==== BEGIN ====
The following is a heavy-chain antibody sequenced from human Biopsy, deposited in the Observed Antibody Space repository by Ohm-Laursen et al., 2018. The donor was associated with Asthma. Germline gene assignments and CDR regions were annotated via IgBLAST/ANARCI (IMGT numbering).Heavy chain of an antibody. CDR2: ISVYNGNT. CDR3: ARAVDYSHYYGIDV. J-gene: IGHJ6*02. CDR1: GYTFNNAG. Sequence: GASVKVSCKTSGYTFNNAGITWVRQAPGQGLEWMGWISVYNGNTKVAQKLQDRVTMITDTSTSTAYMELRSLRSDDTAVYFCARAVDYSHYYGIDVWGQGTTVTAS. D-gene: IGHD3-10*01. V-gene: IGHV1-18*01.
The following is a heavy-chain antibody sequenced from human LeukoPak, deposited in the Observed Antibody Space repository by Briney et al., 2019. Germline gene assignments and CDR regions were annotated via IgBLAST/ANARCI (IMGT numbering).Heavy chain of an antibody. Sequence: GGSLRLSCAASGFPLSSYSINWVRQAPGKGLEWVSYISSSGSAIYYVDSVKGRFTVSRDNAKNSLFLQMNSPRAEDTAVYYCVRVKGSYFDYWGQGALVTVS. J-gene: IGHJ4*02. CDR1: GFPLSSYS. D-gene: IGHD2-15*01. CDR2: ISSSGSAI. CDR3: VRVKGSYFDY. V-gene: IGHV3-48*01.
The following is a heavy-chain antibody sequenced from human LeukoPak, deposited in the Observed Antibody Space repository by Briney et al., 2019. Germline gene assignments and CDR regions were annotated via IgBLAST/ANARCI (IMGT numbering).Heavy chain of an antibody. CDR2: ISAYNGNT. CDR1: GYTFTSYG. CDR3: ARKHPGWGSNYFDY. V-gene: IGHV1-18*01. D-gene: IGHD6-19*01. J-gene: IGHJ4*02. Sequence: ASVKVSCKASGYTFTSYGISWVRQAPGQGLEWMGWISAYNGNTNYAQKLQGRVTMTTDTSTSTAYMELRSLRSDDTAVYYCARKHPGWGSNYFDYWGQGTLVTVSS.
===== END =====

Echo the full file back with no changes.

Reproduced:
The following is a heavy-chain antibody sequenced from human Biopsy, deposited in the Observed Antibody Space repository by Ohm-Laursen et al., 2018. The donor was associated with Asthma. Germline gene assignments and CDR regions were annotated via IgBLAST/ANARCI (IMGT numbering).Heavy chain of an antibody. CDR2: ISVYNGNT. CDR3: ARAVDYSHYYGIDV. J-gene: IGHJ6*02. CDR1: GYTFNNAG. Sequence: GASVKVSCKTSGYTFNNAGITWVRQAPGQGLEWMGWISVYNGNTKVAQKLQDRVTMITDTSTSTAYMELRSLRSDDTAVYFCARAVDYSHYYGIDVWGQGTTVTAS. D-gene: IGHD3-10*01. V-gene: IGHV1-18*01.
The following is a heavy-chain antibody sequenced from human LeukoPak, deposited in the Observed Antibody Space repository by Briney et al., 2019. Germline gene assignments and CDR regions were annotated via IgBLAST/ANARCI (IMGT numbering).Heavy chain of an antibody. Sequence: GGSLRLSCAASGFPLSSYSINWVRQAPGKGLEWVSYISSSGSAIYYVDSVKGRFTVSRDNAKNSLFLQMNSPRAEDTAVYYCVRVKGSYFDYWGQGALVTVS. J-gene: IGHJ4*02. CDR1: GFPLSSYS. D-gene: IGHD2-15*01. CDR2: ISSSGSAI. CDR3: VRVKGSYFDY. V-gene: IGHV3-48*01.
The following is a heavy-chain antibody sequenced from human LeukoPak, deposited in the Observed Antibody Space repository by Briney et al., 2019. Germline gene assignments and CDR regions were annotated via IgBLAST/ANARCI (IMGT numbering).Heavy chain of an antibody. CDR2: ISAYNGNT. CDR1: GYTFTSYG. CDR3: ARKHPGWGSNYFDY. V-gene: IGHV1-18*01. D-gene: IGHD6-19*01. J-gene: IGHJ4*02. Sequence: ASVKVSCKASGYTFTSYGISWVRQAPGQGLEWMGWISAYNGNTNYAQKLQGRVTMTTDTSTSTAYMELRSLRSDDTAVYYCARKHPGWGSNYFDYWGQGTLVTVSS.